(Haematopus palliatus), The Birds of North America Hockey, P. A. R. 1996. Haematopus ostralegus in perspec- Online (A. Poole, Ed.). Ithaca: Cornell Lab of Orni- tive: comparisons with other oystercatchers. Pages thology; Retrieved from the Birds of North America: 251-288 in The Oystercatcher: From Individuals to
Populations (J. D. Goss-Custard, Ed.). Oxford Uni- Arnold, T. W. 2010. Uninformative parameters and model selection using Akaike’s information criteri- Jolly, G. M. 1965. Explicit estimates from capture–re- on. Journal of Wildlife Management 74: 1175-1178.
capture data with both death and immigration – sto- Beissinger, S. R. and M. I. Westphal. 1998. On the use of chastic model. Biometrika 52: 225-247.
demographic models of population viability in en- Lauro, B., and J. Burger. 1989. Nest-site selection of dangered species management. Journal of Wildlife American Oystercatchers (Haematopus palliatus) in Brown, S. C., C. Hickey, B. Harrington and R. Gill. 2001. Lauro, B., E. Nol and M. Vicari. 1992. Nesting density The U.S. Shorebird Conservation Plan, 2nd edi- and communal breeding in American Oystercatch- tion. Manomet Center for Conservation Sciences, Lebreton, J.–D., K. P. Burnham, J. Clobert and D. R. Brown, S. C., S. Schulte, B. Harrington, B. Winn, J. Bart Anderson. 1992. Modeling survival and testing bio- and M. Howe. 2005. Population size and winter dis- logical hypotheses using marked animals: A unified tribution of eastern American Oystercatchers. Jour- approach with case studies. Ecological Monographs nal of Wildlife Management 69: 1538-1545.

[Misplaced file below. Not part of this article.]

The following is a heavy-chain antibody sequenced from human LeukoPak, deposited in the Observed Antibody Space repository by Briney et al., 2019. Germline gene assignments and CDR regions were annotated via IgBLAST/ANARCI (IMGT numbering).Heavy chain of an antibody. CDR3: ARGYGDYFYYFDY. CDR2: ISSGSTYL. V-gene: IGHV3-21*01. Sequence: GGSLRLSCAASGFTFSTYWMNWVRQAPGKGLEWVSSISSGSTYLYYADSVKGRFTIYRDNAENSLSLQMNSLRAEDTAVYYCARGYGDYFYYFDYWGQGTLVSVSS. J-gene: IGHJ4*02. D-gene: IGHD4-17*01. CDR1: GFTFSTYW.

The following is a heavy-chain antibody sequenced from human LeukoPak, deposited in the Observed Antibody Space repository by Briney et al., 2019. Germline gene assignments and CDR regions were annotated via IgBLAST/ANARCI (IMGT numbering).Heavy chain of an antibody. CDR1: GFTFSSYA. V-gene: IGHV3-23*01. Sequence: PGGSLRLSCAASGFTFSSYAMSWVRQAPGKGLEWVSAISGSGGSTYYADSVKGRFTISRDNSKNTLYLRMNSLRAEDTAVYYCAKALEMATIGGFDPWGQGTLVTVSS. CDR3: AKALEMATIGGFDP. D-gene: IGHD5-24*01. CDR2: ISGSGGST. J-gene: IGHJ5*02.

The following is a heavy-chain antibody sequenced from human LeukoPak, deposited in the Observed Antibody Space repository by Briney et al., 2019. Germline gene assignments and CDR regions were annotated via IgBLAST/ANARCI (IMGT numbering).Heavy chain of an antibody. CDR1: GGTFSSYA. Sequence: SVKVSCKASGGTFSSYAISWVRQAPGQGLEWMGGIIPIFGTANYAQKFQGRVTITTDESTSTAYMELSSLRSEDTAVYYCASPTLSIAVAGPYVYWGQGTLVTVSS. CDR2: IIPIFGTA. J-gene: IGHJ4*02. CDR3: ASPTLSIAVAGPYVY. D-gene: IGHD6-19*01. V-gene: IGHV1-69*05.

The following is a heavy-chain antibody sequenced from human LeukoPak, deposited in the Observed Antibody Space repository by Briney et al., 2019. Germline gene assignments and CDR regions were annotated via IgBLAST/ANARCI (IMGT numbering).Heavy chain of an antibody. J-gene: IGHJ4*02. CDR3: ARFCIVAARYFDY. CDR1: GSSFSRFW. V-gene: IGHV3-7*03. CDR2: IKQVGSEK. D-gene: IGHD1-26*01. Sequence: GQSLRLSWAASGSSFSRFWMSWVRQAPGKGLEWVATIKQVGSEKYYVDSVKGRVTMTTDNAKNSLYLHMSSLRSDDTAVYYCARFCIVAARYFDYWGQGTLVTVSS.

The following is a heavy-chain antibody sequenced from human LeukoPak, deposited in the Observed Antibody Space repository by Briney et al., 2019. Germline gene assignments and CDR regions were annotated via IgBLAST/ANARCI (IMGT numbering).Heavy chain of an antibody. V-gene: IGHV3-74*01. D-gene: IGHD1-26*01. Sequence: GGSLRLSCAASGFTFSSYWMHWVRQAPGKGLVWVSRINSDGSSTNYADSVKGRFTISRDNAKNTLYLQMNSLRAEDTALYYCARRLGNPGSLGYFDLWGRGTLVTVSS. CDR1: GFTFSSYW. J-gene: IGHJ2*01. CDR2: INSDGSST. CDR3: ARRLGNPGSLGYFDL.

Mawhinney, K., B. Allen and B. Benedict. 1999. Status schi) on farmland in Canterbury, New Zealand. Not- of the American Oystercatcher, Haematopus pallia- tus, on the Atlantic Coast. Northeastern Naturalist Sandercock, B. K. 2003. Estimation of survival rates for wader populations: A review of mark-recapture McGowan, C. P., T. R. Simons, W. Golder and J. Cordes. methods. Wader Study Group Bulletin 100: 163-174.